Conclusion – balance is key. If you´re dieting, try to stay within the recommended intake – 100-150g a day or try this online calculator to find out your specific carbohydrate needs:


The worst enemy of office workers

Based on what you´ve read until now, you may feel that fructose and carbs as such are actually pretty healthy – and yes, they are. However, everything has a dark side and too much of everything can hurt you. The point is, if you´re active – you get up, walk to work, work out at the gym, and run around to complete everyday tasks, you may be just OK with eating an apple for breakfast AND for afternoon snack. The problem is, most of us don´t do that very often. An ordinary person´s regime looks more like this – you wake up, drive to work, sit behind the computer the whole day, get home physically and mentally exhausted and don´t feel like working out but rather binging on a bag of chips or chocolate. It doesn´t mean you cannot eat your chocolate because you´re still burning somewhere between 1500-2500 calories basically just “being alive.” The snag is in the type of carbohydrate and its amount.

Sedentary lifestyle and toxicity

You may have heard about Dr. Lustig and his theory about fructose basically taking Americans to an early grave. We are not going to support all his claims due to their controversy, however he´s got a point. In a video lecture “Sugar: The bitter truth,” Dr. Lustig talks about the effects of high-carb US diet on inactive people. He explains how fructose contained in sugar (50% fructose, 50% glucose) or even fruit, if not used up for energy, gets metabolized in liver and immediately goes to liver fat stores – which are immensely dangerous. The fructose basically acts like a toxin, similarly to alcohol and can cause horrible health problems. The factors Dr. Lustig doesn´t mention though, are that this theory only applies to very inactive people who are consuming huge amounts of fructose or sugary foods over a prolonged period of time. Another factor that contributes to the obesity and cardio-vascular disease epidemic in the USA is a highly-unhealthy food component, HFCS (high-fructose corn syrup) which is artificially produced by extracting the high-fructose fluid from huge stocks of corn in America, and fortunately, is not affecting us yet.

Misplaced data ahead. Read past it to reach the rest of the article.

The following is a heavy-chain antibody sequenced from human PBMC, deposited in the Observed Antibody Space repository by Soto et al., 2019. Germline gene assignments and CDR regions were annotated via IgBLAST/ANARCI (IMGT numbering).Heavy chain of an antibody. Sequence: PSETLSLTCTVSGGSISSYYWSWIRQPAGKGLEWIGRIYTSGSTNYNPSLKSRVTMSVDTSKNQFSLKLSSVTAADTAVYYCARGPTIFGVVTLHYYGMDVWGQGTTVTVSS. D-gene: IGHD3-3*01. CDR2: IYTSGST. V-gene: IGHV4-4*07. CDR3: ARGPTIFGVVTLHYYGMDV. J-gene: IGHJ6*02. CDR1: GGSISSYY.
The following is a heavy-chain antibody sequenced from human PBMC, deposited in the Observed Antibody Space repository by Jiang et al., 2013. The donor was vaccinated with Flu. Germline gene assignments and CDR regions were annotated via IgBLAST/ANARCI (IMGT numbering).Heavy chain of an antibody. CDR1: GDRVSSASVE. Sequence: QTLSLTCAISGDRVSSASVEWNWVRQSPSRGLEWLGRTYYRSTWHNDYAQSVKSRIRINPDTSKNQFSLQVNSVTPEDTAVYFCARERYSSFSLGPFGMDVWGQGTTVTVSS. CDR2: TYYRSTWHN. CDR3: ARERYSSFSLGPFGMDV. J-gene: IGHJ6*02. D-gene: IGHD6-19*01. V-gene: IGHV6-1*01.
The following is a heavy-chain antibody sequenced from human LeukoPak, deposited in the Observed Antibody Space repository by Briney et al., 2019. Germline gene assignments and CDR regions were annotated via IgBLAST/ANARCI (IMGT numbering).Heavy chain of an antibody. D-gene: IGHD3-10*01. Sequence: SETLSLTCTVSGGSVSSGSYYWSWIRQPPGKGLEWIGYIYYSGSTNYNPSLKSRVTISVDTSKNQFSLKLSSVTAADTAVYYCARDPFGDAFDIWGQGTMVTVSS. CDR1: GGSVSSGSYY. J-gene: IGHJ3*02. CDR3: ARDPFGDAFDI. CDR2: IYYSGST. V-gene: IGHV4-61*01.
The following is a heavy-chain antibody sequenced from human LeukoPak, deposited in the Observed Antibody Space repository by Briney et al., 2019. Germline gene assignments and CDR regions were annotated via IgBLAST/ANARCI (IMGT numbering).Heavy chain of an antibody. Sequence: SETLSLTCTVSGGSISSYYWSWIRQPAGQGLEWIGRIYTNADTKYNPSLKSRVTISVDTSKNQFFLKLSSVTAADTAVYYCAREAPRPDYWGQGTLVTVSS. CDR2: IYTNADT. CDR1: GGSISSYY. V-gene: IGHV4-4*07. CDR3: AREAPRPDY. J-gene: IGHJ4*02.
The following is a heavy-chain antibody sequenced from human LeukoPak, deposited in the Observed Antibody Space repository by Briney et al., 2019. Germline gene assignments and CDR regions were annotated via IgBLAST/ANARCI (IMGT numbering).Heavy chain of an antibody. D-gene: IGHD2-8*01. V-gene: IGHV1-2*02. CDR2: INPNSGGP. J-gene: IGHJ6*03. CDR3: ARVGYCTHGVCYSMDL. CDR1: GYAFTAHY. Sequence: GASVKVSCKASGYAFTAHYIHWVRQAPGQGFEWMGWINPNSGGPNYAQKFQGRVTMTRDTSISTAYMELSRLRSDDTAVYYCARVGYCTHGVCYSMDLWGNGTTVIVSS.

The carbohydrate / fructose topic can be disputable so our conclusion will be very simple: If you want to avoid any potential negative effects of carbohydrates, eat your fruit to keep yourself healthy BUT don´t forget to burn the calories right away.

by Katarína Vicová

Gunnars, K. (2013). How many carbs should you eat per day to lose weight? Retrieved from: http://authoritynutrition.com/how-many-carbs-per-day-to-lose-weight/
We know your dreams (2015). [picture]. Retrieved from: http://weknowyourdreams.com/fruit.html